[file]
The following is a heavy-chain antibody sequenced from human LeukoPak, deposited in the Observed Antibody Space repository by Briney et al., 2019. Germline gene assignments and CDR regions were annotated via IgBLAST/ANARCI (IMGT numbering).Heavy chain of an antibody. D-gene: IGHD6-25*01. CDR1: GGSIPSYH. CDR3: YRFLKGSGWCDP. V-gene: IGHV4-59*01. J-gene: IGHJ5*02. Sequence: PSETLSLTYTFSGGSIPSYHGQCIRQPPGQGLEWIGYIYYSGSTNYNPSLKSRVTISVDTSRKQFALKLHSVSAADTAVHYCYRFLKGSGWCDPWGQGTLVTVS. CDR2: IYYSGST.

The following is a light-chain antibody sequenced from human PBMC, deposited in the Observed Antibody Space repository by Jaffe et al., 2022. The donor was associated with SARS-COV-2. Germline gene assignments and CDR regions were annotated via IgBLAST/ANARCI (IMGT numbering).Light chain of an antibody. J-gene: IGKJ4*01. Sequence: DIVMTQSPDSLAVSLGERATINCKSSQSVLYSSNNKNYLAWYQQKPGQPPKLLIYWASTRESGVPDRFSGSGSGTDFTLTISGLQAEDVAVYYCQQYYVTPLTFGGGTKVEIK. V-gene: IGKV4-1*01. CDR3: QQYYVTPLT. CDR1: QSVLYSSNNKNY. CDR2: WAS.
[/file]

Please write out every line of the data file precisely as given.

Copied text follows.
The following is a heavy-chain antibody sequenced from human LeukoPak, deposited in the Observed Antibody Space repository by Briney et al., 2019. Germline gene assignments and CDR regions were annotated via IgBLAST/ANARCI (IMGT numbering).Heavy chain of an antibody. D-gene: IGHD6-25*01. CDR1: GGSIPSYH. CDR3: YRFLKGSGWCDP. V-gene: IGHV4-59*01. J-gene: IGHJ5*02. Sequence: PSETLSLTYTFSGGSIPSYHGQCIRQPPGQGLEWIGYIYYSGSTNYNPSLKSRVTISVDTSRKQFALKLHSVSAADTAVHYCYRFLKGSGWCDPWGQGTLVTVS. CDR2: IYYSGST.

The following is a light-chain antibody sequenced from human PBMC, deposited in the Observed Antibody Space repository by Jaffe et al., 2022. The donor was associated with SARS-COV-2. Germline gene assignments and CDR regions were annotated via IgBLAST/ANARCI (IMGT numbering).Light chain of an antibody. J-gene: IGKJ4*01. Sequence: DIVMTQSPDSLAVSLGERATINCKSSQSVLYSSNNKNYLAWYQQKPGQPPKLLIYWASTRESGVPDRFSGSGSGTDFTLTISGLQAEDVAVYYCQQYYVTPLTFGGGTKVEIK. V-gene: IGKV4-1*01. CDR3: QQYYVTPLT. CDR1: QSVLYSSNNKNY. CDR2: WAS.